butane torch

Discussion in 'Scratchin' & Bashin'' started by nachoman, Mar 5, 2005.

  1. nachoman

    nachoman Guest

    Has anyone ever used a small butane torch to solder brass? I was looking for a new soldering iron at home depot, and noticed a small bernz-o-matic butane torch... would this work for brass scratchbuilding, or would I just make a mess of things? And, as far as electric soldering irons go, what wattage is best for brass scratchbuilding? I have a few locomotives in the works...

  2. jim currie

    jim currie Active Member

    i use a restance soldering tool for scratching brass its a 0 to 500 watt model but i seldom use over 200 watts.
  3. jon-monon

    jon-monon Active Member

    I have a micro-torch I use on rare occasion for larger brass parts, like 1/4" solid brass. For smaller parts and sheet brass I use mostly a 25 watt iron.
  4. jon-monon

    jon-monon Active Member

    I also envy Jim :D
  5. TrainClown

    TrainClown Member

    I find, sometimes, a small torch works better and faster than there electric cousins. I have a pencile torch that has a real small flame. These pencil torches are so small that they are over looked by conventional craftsmen as being to small, so you can get them for 5 or 6 $. Those Burns-o-matic models are made primarily for plumbing work and produce to much heat for small work.

    That's what I think.

    TrainClown ;)
  6. Matthyro

    Matthyro Will always be re-membered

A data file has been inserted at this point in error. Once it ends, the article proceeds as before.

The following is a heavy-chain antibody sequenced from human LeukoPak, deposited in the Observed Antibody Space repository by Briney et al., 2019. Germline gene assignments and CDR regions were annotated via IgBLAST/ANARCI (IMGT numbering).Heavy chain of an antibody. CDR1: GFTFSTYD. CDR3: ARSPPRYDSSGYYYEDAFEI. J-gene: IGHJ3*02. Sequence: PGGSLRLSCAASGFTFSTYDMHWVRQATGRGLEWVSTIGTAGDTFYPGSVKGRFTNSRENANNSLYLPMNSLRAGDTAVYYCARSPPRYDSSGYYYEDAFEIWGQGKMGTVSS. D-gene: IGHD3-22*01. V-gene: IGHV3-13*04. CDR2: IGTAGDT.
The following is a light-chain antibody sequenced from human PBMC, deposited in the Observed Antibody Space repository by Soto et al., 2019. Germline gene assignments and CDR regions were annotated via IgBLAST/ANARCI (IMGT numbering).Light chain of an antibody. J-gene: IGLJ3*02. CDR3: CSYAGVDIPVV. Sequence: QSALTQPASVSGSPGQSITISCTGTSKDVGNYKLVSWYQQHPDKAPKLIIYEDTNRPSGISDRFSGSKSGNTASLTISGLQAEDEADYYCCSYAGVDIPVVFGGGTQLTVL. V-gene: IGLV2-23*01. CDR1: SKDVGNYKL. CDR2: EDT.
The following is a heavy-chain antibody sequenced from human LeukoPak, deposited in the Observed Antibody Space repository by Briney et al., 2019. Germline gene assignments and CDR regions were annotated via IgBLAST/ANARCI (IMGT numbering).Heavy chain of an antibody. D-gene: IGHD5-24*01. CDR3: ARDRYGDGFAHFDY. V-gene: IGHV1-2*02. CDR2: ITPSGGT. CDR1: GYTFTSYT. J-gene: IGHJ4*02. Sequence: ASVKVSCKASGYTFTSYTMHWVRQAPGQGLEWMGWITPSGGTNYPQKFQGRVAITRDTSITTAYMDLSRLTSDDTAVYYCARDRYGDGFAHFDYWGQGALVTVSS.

I have one and like Jon says, it is only good for big jobs as the flame, even though tiny, spreads out some so makes fine soldering difficult. I haven't seen one like yours TC.
  7. Fred_M

    Fred_M Guest

    I have been using a hot wire butane cigarette lighter for quick solder jobs. You know, the ones that hiss like a small propane torch when they burn. Great for quick wire joints and soldering brass tubes together pronto. No warm up time like the iron. Fred
  8. Pitchwife

    Pitchwife Dreamer

    When it comes to which soldering tool to use, it depends on what you are soldering. Like jon-monon said, if you are trying to work large solid brass pieces a 25 watt pencil isn't going to cut it. I have a regular Weller pencil iron station for 90% of what I do and a 150/250 watt gun for those larger projects. The real secret is knowing what you are doing. The only way to get the experiance is lots and lots of practice. :thumb:
  9. sumpter250

    sumpter250 multiscale modelbuilder

    I've found, for most of the ship model "ironwork", made from brass rod,strip,
    an alcohol torch works best. The size and force of the "flame" is determined by the amount of air across the wick. The light "breeze" doesn't disturb the alignment of the small parts. Stay Clean markets a low melting temp silver solder, and liquid flux, that is excellent for this kind of work.
  10. TrainClown

    TrainClown Member

    I tell ya, this is a small torch.

    TrainClown ;)

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